F. II. Meyers, a former student, paid his sister a flying visit
a few days since.
We arc happy to announce Miss Passmorc's recovery from
a quite serious illness.
The cadet band is improving in spite of the fact that
Breech blows an alto.
Fulmer's other name is Miss Smith now, at least he has
charge of that lady's classes.
Miss Sopha Meyers '86 spent several days last week with
her parents and friends at Beatrice.
Carpet has been laid on the platform in the chapel and
the aisles have been covered with matting.
Will some one please inform Kathan that drop-letters re
quire a 2c stamp to insure delivery in Lincoln.
What is that drive on rcrrin, about his insisting upon leaving
school last winter and retiring into private life?
Mr. A. C. Wright is at present visiting his friend J. C. Cur
rent who is one of the estimable-preps, of the U. of N.
The ditch between the University building and the new la
boratory has been fdled, and the small boys are -wroth.
J. P. Hartman of Kearney, who freqented the halls of the
U. of N. in days gone by, paid us a short visit last week.
A new club has been formed by the indignant members of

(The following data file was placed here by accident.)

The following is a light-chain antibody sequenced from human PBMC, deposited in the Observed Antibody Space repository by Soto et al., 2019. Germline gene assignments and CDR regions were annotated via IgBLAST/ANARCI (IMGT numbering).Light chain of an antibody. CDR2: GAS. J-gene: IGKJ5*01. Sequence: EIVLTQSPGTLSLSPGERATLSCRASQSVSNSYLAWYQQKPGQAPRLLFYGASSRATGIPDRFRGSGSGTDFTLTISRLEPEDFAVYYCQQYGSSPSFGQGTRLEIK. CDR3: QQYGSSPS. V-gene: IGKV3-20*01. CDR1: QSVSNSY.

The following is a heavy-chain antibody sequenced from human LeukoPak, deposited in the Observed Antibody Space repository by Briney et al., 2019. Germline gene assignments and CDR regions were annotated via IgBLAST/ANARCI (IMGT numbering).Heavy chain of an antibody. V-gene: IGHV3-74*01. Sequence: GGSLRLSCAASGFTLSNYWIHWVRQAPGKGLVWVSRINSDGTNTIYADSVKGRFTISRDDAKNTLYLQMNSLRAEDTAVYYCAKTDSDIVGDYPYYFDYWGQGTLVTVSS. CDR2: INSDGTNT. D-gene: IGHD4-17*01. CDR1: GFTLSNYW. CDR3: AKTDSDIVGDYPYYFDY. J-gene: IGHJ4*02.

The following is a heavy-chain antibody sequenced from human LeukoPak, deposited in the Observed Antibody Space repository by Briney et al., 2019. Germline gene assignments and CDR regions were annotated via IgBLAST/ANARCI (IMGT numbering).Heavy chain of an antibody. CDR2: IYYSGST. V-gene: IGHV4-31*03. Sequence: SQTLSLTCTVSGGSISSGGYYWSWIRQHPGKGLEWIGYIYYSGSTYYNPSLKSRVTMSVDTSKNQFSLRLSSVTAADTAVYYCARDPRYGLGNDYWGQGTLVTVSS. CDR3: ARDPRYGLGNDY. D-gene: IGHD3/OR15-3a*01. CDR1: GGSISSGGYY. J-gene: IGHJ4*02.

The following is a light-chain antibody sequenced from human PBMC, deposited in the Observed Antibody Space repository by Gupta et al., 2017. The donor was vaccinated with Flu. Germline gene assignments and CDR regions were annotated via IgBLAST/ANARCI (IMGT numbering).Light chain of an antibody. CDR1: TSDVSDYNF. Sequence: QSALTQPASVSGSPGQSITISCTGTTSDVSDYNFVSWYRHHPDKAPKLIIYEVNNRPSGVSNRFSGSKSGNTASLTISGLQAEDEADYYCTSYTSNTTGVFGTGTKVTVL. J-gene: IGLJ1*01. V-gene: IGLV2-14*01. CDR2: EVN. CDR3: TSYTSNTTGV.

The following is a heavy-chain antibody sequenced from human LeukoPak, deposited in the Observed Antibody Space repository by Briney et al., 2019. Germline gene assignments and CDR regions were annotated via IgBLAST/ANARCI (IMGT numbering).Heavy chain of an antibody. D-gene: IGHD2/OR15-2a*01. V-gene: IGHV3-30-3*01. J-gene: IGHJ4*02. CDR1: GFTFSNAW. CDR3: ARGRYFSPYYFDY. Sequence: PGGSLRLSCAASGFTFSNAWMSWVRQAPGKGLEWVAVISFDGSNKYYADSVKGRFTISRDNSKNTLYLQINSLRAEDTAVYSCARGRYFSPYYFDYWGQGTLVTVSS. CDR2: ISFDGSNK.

club No. 1. D. T. Smith will buy the oysters, pies, cakes, etc.
The report that the Freshman class were all "run in" Hal
lowe'en night seems to be a mistake, as one of them was sick
abed at the time.
Wheeler says that he s-.vore in twenty-seven different lan
guages, the Sunday morning, following "Hallowe'en". He
thinks sign boards are entirely unnecessary.
Miss Dell Stratton '87 boarded an east bound train -with
an air of one who is looking forward to a Sunday at borne,
and three square meals at the same place.
Chapel exercises were abandoned for some time, on account
of cold chapel. By the way, ask Paul Clark to tell his little
story about W. H. Lichty in the cold chapel.
Our bus. man. W. N. Fletcher has been wrestling with fe
ver for about a week. Although lie had a hard time of it for a
while, he is around again looking as if nothing had happened.
On Tuesday evening the 10th inst. was performed the mar
riage ceremony of Byron W. Marsh and Miss Myrta Branch,
of this city. Both are well known in Lincoln circles, and the
groom is an old University student. The editorial staff of the
"Hesperian" extends congratulations.
To the anxious enquirers (principly creditors) after Mr.
Killens where-abouts and well-fare, we are now competent to
make answer. He has charge of a scbool of, using his own ex
pression, "twenty cherubs," near his home at Adams. This
explanation of his very sudden departure is satisfactory.
Now that winter is coming, some of the boys are agitating
the public mind with the idea that the best interests of the
city demand that the oyster parlors be closed promptly at 9:30
r. M. If this should occur it would necessitate theclosing of
societies an hour earlier, or else no oysters could be procured.
'We know the closing earlier is impossible, hence there seems
to be some hope for the pocket-book. Let the subject boom!"